From Norway’s fjords into swine troughs

10-07-2019 | | |
Close up of the sea weed Ascophyllum_nodosum. Photo: Prodotti Arca
Close up of the sea weed Ascophyllum_nodosum. Photo: Prodotti Arca

That algae have a lot to offer for pig production is well-known. Less well-known, however, is that benefits also include more intestinal well-being, effective immunostimulation and increased fertility. Those positive effects were found after the administration of algae to swine nutrition.

Seaweeds and brown algae are among the feedstuffs receiving increasing amounts of attention in feed and pig industries. Several scientific studies suggest, however, that the neutraceutical potential of algae is still being widely underused. Within brown algae, there are only a few species currently available for zootechnical use, meeting the requirements of the livestock sector, in terms of a wide availability, high quality standards and obviously cost-compatibility. The Ascophyllum (Ascophyllum nodosum) variety meets those requirements. This seaweed is typical for the cold waters of the Northern Atlantic and naturally proliferates almost as a ‘monoculture’ within the Norwegian fjords.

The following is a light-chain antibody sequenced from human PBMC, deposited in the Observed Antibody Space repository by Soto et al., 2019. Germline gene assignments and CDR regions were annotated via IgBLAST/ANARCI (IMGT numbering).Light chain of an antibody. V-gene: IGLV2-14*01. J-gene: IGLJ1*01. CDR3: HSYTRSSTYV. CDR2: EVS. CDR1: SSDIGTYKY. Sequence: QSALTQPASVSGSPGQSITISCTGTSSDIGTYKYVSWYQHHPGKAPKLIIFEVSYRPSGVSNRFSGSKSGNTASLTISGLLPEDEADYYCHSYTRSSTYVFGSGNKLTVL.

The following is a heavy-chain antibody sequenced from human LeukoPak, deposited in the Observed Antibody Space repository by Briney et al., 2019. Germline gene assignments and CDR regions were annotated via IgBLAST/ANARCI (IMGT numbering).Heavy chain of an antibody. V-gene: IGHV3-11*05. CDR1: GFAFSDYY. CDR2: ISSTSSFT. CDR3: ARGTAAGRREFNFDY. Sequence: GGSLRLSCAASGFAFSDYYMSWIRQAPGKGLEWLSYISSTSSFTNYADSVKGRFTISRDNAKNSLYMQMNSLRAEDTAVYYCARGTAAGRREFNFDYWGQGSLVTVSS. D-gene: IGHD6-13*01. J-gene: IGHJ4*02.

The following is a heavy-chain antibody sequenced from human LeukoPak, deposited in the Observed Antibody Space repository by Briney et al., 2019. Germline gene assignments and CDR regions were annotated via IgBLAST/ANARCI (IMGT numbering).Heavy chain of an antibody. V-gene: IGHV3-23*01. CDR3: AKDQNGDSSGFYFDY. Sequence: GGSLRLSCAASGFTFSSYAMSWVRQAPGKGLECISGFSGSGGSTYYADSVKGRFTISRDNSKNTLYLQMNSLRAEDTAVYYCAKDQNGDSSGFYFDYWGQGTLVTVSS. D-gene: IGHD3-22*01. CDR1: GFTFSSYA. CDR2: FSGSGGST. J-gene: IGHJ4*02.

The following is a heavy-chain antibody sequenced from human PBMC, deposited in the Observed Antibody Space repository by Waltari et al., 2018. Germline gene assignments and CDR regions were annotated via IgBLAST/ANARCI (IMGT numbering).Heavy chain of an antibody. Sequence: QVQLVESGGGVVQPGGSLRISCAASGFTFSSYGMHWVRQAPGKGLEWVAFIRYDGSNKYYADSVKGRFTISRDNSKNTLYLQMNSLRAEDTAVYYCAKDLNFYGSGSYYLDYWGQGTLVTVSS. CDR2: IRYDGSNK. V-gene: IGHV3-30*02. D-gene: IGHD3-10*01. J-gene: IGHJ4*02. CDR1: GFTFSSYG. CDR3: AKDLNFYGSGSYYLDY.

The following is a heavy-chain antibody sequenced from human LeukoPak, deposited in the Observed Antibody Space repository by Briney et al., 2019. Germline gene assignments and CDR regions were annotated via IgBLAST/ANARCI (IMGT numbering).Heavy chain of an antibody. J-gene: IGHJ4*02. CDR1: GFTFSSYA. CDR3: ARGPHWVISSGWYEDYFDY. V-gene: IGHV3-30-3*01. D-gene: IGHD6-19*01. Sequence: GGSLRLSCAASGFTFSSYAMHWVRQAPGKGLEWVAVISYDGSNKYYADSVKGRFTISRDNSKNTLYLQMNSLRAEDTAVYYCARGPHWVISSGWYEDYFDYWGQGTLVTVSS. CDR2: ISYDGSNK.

Characteristics of Ascophyllum

The salient properties of Ascophyllum meal mainly derive from the peculiar composition of the polysaccharide fraction and from the polyphenols, commonly known as phlorotannins or algal tannins. In particular, there are four different types of polysaccharides that are found in Ascophyllum flour. They are:

Alginates (known to have strong thickening and water retention properties, but also immunostimulation effect as a function of molecular weight);

Fucoidans (very interesting family of sulphated polysaccharides known in particular for their anti-inflammatory and immunostimulant properties);

Laminarin (algal β-glucan); and

Mannitol (a polysaccharide with marked osmotic properties favouring diuresis).